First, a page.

Still, that was a pretty impressive set of drugs all in development at the same time.
Two other agents we also reported on regularly were Infinity’s IPI-145, a PI3K delta-gamma inhibitor, and ABT-199/GDC-0199 (now known as venetoclax). I haven’t heard much about the former of late, but after a few missteps, the next big question to consider is whether venetoclax is coming back strongly or destined for dog drug heaven?
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Chronic Lymphocytic Leukemia (CLL) was one of the hot topics at this year’s annual meeting of the American Society of Hematology (ASH), and a new CLL drug that caught my attention was the second-generation Bruton’s Tyrosine Kinase (BTK) inhibitor ONO-4059 from Ono Pharmaceuticals.
Professor Gilles Salles (Lyon, France) presented promising efficacy data from a phase 1 study of ONO-4059 in relapsed/refractory CLL and high risk CLL (#676).
Unfortunately after his presentation, Prof Salles declined my request for a quick interview citing a prior commitment with a large pharma company and subsequently failed to turn up for an agreed interview the next day. Talking about ONO-4059, at least with the media, did not appear to be a priority!
However, as a potential competitor to other BTK inhibitors in development such as ibrutinib (Pharmacyclics/JNJ) and CC-292 (Celgene/Avila) it’s worthy of a mention in the conference coverage and a quick post about the data presented.
Premium subscribers and those interested in signing up for the conference coverage service can click on the link in the box below to access the post.
Now that the last of the 2013 cancer conference season is finally over, we’re going to run a couple of post meeting summaries this week from ASH as a few subscribers have asked for the Cliff Notes version of what was hot – or not in the context of the market.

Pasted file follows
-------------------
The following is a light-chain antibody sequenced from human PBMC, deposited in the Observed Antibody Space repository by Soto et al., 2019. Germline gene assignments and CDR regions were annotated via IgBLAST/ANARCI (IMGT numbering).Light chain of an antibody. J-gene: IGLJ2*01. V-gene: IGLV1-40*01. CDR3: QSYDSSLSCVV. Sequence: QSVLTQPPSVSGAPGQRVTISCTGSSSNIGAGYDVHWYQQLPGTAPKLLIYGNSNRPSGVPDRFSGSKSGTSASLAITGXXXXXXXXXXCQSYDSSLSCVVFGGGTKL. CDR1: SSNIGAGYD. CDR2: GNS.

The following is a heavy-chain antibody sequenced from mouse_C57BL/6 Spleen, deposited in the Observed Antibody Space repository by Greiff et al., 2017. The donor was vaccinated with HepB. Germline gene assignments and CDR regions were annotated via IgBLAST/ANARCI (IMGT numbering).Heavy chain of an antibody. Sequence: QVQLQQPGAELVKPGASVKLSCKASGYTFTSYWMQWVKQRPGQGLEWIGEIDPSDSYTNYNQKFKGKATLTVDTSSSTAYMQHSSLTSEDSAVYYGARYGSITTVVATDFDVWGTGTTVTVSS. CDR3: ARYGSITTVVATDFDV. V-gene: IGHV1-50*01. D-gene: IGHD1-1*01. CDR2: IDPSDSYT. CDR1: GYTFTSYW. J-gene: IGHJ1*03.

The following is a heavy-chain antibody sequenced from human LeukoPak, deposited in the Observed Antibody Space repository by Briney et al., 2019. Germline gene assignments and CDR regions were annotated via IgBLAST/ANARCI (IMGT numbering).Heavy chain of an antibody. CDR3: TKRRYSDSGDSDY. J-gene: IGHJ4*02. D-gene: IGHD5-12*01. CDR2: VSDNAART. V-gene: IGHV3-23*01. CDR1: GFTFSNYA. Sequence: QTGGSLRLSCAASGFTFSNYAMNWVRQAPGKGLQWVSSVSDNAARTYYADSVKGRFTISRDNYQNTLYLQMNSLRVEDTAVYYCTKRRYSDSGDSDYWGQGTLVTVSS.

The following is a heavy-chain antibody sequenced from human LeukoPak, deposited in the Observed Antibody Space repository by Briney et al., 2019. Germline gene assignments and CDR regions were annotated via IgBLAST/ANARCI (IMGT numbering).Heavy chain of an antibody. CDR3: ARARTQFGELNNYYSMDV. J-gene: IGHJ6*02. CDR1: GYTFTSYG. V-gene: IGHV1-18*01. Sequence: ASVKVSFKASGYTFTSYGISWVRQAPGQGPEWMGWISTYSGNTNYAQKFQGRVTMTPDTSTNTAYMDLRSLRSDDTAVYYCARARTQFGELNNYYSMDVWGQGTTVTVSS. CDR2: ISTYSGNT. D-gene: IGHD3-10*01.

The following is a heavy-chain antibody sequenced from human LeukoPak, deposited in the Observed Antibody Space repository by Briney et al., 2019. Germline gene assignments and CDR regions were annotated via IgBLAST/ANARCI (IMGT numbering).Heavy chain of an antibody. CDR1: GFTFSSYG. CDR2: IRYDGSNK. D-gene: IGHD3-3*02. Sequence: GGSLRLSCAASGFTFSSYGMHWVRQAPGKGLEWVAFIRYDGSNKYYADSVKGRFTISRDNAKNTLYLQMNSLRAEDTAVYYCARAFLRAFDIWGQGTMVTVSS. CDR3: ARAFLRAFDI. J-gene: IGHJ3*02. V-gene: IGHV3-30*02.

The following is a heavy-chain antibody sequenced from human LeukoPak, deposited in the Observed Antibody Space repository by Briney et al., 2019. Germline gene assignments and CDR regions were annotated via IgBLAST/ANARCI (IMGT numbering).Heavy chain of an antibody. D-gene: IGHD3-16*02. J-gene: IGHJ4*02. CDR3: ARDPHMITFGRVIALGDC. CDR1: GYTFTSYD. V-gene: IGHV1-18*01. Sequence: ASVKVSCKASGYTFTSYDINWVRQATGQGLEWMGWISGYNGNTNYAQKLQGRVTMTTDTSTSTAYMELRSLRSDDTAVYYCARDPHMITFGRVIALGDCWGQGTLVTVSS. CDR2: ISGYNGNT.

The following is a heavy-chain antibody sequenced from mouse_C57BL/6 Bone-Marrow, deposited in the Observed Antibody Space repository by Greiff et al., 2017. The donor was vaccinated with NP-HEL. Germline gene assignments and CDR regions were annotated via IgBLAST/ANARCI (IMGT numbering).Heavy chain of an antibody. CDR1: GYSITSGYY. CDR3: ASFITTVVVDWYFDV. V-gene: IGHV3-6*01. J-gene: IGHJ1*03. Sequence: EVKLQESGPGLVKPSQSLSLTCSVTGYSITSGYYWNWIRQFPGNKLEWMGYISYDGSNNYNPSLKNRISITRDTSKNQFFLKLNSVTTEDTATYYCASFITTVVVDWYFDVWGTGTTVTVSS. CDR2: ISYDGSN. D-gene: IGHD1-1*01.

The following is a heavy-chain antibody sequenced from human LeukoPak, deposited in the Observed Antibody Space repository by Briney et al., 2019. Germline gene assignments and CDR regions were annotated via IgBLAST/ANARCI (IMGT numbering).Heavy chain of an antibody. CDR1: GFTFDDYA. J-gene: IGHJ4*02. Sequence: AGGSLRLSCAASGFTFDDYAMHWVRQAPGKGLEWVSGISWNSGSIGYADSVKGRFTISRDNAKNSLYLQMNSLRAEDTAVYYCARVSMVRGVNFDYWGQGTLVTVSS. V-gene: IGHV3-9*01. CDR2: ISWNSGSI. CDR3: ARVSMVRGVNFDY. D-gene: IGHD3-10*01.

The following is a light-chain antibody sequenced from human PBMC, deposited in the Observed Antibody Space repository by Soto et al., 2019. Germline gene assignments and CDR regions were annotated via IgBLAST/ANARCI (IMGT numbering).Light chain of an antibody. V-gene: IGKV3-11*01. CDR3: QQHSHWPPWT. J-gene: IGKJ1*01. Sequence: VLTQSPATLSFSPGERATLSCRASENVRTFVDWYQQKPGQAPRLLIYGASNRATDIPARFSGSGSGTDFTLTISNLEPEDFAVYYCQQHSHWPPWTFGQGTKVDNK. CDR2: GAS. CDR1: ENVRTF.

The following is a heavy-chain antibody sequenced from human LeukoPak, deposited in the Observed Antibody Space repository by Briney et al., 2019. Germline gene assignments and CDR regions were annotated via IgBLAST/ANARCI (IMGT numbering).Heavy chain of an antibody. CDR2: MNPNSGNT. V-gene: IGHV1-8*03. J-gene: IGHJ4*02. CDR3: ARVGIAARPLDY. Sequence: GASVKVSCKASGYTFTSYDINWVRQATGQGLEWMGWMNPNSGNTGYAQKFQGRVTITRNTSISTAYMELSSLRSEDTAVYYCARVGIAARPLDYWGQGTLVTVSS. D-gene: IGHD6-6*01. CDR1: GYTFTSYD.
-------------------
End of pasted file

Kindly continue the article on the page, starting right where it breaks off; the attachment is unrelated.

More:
New treatments for Chronic Lymphocytic Leukemia (CLL) was one of the hot topics at the recent annual meeting of the American Society of Hematology in New Orleans.
Hot on the heels of Roche’s recent FDA approval for Gazyva (obinutuzumab/GA101) in CLL, other companies in the race to market including:
- Pharmacyclics and Johnson & Johnson (ibrutinib)
- Gilead (idelalisib, GS-9973)
- Infinity (IPI-145)
- AbbVie and Roche (ABT-199/GDC-0199)
- Novartis (CTL019).
Here’s my subjective and personal assessment of the winners and losers based on the data presented:
ASH for me always starts on a Saturday, as Friday is taken up with travel and a Super Friday corporate symposium, if any manage to catch our interest.
The start this year was somewhat disrupted by an ice storm that hit many southern states, causing considerable chaos for many ASH attendees – flights, hotels, bags, meetings, interviews, Ad Boards, investigator meetings, poster sessions and presentations etc.
I did enjoy the B cell malignancies CME session yesterday afternoon. Although it was sponsored by Gilead, it was well balanced and included discussion on FCR, ibrutinib, idelalisib, IPI-145, TGR-1202, ABT-199 and several earlier investigational compounds.
The highlight for me was Susan O’Brien’s thoughtful and philosophical talk on where are we going with CLL?
It’s an important question for physicians to start asking themselves with Gazyva approved in CLL, Imbruvica (ibrutinib) is pending in CLL and idelalisib expected to gain approval in 2014.